Enslaved by Work

Christ redeemed us from the curse of the law by becoming a curse for us… so that in Christ Jesus the blessing of Abraham might come to everyone. Galatians 3:13-14

On Sunday morning I preached at my Church on the passage cited above. This post is a reflection on the practical application this message has brought to my own life. I hope this post will help you find similar insight for your own life.

But first, a little background:

This passage is part of a letter written by a church planter, named Paul, who is urging his friends in the Church at Galatia not to submit to being ruled by a foreign code of ethics, namely the Jewish Torah. Jewish Torah is a way the Jewish people express their special elect status before God, and their faithfulness to God. The Greeks and Romans, however, didn’t quite get Torah. For the Greeks and Romans, Torah did not remind them of their special elect status or faithfulness to God, but rather seemed more like a few hoops they had to jump through to join God’s people. Paul writes his letter to his beloved Church explaining that they don’t need to submit to Jewish Torah to enjoy God.


Paul points out that Jesus has set them free from all slavery and cursing so why would they voluntarily enslave themselves to another system which breeds curse? Since Sunday I have been reflecting on what are the things in my life that I am currently allowing to bully and oppress me. I realised this morning that my study is a really oppressive force in my life, and that the book of Galatians is challenging me to reform my attitude to study. (For those who don’t know, I am currently a PhD candidate so study is my full time job.) Below, I outline some ways in which my study rules over me, and some resolutions to help me move towards a more healthy work practice.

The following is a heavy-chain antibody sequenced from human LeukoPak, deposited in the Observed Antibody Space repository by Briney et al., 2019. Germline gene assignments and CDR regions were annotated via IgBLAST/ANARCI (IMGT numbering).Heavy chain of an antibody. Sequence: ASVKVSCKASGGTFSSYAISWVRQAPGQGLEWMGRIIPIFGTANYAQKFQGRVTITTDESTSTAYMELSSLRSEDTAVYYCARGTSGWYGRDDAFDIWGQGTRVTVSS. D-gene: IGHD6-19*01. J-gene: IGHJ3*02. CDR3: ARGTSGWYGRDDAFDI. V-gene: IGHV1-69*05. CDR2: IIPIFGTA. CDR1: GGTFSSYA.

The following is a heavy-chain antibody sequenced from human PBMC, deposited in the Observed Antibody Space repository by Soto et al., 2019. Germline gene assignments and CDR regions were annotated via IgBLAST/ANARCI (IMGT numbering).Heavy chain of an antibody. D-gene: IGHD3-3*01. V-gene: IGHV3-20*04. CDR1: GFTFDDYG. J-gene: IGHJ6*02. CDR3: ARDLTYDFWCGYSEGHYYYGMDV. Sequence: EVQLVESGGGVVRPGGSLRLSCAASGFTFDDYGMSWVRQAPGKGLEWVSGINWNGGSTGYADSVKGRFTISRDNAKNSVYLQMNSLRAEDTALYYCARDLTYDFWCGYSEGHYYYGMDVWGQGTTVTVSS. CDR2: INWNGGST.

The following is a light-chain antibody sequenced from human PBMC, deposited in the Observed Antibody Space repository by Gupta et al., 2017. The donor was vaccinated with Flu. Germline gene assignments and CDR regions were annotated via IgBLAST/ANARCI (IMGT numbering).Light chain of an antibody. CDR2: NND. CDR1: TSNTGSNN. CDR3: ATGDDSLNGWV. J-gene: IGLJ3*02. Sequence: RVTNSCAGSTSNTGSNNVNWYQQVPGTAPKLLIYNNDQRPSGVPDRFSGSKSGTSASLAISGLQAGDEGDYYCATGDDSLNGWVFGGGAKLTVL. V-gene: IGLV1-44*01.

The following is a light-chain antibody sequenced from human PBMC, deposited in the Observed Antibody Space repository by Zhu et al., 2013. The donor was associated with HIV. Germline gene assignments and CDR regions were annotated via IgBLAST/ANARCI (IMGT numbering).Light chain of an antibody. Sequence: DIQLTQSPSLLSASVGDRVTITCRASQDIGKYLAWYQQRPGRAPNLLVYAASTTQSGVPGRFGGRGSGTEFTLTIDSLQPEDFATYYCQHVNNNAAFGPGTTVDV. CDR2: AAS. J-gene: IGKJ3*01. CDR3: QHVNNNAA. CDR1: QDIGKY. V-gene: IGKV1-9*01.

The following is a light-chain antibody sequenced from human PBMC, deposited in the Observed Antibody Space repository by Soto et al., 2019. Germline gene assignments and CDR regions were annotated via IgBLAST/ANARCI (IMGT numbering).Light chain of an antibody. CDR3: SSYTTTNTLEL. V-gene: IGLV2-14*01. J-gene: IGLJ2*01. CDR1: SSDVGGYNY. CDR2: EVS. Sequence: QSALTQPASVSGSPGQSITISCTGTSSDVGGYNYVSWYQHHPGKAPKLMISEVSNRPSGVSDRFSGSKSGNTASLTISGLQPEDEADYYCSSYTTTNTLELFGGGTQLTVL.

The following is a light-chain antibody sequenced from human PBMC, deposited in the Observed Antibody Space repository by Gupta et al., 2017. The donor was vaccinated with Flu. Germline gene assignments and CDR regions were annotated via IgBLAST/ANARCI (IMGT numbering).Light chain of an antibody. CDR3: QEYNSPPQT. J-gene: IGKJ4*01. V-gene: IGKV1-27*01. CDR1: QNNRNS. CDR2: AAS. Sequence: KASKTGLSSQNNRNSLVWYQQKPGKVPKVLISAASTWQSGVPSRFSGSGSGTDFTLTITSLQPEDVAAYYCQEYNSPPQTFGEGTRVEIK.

1. Study demands so much of my time, just like many people’s occupation. In many ways this is a necessity, but if we are not careful, our occupation can consume our whole lives. Resolution 1: Limit the amount of time I devote to study.
  2. When I’m working on a particular problem or piece I am writing I find it hard to concentrate on anything else. The end result is that study ends up consuming all my emotional energy which means even when I’m doing something else I’m not really present. Resolution 2: Emotionally detach from study to be present more with friends and family.
  3. I am so invested and focussed on what I’m doing that my mental health suffers. When I hit a setback or snag I find myself falling into a deep depression. Resolution 3: Create some distance between by emotions and the progress of my study by doing study, while refusing to become study. (For a plumber, this might mean doing plumbing, while refusing to allow their emotional wellbeing to be controlled by plumbing).

Perhaps some of these insights and resolutions of mine resonate with where you are here and now. What is currently ruling over you and bringing curse to your life? It could be unhealthy attitude to work (like me), destructive thought patterns (oh, I’ll have to write another post about that sometime), or perhaps a toxic relationship. Paul’s assertion that “Christ has redeemed us from the curse so that everyone might receive blessing” challenges us to throw off the burden of oppressive practices and thought patterns in pursuit of the promised blessing.



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